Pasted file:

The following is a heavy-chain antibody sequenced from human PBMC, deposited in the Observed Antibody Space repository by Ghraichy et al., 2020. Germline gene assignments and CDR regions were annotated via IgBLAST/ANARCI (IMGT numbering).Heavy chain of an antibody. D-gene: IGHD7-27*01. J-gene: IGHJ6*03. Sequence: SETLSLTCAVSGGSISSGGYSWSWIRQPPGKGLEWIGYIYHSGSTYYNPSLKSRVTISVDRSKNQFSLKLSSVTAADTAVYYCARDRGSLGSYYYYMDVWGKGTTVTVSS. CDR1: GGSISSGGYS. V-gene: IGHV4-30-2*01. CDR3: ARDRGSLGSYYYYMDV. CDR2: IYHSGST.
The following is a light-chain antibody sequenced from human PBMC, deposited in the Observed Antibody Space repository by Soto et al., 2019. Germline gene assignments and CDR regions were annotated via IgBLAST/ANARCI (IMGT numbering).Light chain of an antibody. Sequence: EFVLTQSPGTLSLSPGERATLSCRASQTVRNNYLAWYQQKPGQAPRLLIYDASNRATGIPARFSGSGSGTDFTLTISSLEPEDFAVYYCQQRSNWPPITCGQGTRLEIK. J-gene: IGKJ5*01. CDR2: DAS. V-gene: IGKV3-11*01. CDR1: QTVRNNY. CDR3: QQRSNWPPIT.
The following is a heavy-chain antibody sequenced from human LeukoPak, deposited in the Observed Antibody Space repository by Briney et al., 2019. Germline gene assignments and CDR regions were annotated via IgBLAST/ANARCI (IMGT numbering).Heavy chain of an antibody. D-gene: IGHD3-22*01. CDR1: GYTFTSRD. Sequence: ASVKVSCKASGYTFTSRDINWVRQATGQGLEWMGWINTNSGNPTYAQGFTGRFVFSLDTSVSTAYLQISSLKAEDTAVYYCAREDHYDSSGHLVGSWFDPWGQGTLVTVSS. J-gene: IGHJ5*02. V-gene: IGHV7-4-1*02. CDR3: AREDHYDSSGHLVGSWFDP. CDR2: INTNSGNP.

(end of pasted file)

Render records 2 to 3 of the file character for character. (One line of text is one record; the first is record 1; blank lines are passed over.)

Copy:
The following is a light-chain antibody sequenced from human PBMC, deposited in the Observed Antibody Space repository by Soto et al., 2019. Germline gene assignments and CDR regions were annotated via IgBLAST/ANARCI (IMGT numbering).Light chain of an antibody. Sequence: EFVLTQSPGTLSLSPGERATLSCRASQTVRNNYLAWYQQKPGQAPRLLIYDASNRATGIPARFSGSGSGTDFTLTISSLEPEDFAVYYCQQRSNWPPITCGQGTRLEIK. J-gene: IGKJ5*01. CDR2: DAS. V-gene: IGKV3-11*01. CDR1: QTVRNNY. CDR3: QQRSNWPPIT.
The following is a heavy-chain antibody sequenced from human LeukoPak, deposited in the Observed Antibody Space repository by Briney et al., 2019. Germline gene assignments and CDR regions were annotated via IgBLAST/ANARCI (IMGT numbering).Heavy chain of an antibody. D-gene: IGHD3-22*01. CDR1: GYTFTSRD. Sequence: ASVKVSCKASGYTFTSRDINWVRQATGQGLEWMGWINTNSGNPTYAQGFTGRFVFSLDTSVSTAYLQISSLKAEDTAVYYCAREDHYDSSGHLVGSWFDPWGQGTLVTVSS. J-gene: IGHJ5*02. V-gene: IGHV7-4-1*02. CDR3: AREDHYDSSGHLVGSWFDP. CDR2: INTNSGNP.